Going Private Buyouts and Shareholder Wealth Gains: Impact of Bankruptcy Risk
Nottingham University Business School
Cranfield University - School of Management
Using a sample of 236 UK companies that went from public to private (PTP) company status during 1997 to 2005 and a control sample of similar firms not going private, we study, with logistic regression methodology, the impact of bankruptcy risk measured by their default probability, estimated using stock market data and option pricing models, on the going private decision. We also examine value gains to existing shareholders of target companies of PTP transactions. Fama-French 3 factor event study approach is used to estimate the abnormal returns around the announcement period. We find that going private companies have significantly higher default probability. They also have fewer growth opportunities, lower stock market valuation, poorer operating performance and larger pre-PTP management holding. These companies are usually small in size, suffer stock market neglect and are undervalued. Weak corporate governance factors increase the chances of going private. We report a cumulative abnormal return (CAR) of 15% for a 7 day announcement period for firms subject to going private. These returns are higher for target firms faced with higher bankruptcy risk suggesting a strong turnaround motivation for the PTP deal. Private equity firms sponsoring PTPs generate higher shareholder value gains when they acquire firms with poorer growth record, higher risk of bankruptcy and larger free cash flow suggesting they are not deterred by the risk of financial distress but consider it a value creating opportunity. High bankruptcy risk at going private increases the chance the target will end up in receivership.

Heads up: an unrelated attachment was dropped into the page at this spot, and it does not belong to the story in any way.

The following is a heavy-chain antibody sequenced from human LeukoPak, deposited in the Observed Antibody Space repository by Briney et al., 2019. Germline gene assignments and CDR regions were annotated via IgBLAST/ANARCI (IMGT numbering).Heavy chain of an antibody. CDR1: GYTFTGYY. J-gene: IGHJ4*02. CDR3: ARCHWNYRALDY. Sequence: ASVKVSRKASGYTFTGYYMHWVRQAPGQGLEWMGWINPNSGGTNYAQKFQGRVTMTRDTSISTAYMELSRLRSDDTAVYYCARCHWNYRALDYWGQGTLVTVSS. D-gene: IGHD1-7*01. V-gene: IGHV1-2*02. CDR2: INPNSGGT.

Number of Pages in PDF File: 42
Keywords: going private; financial distress
JEL Classification: G32; G34
Date posted: March 6, 2007
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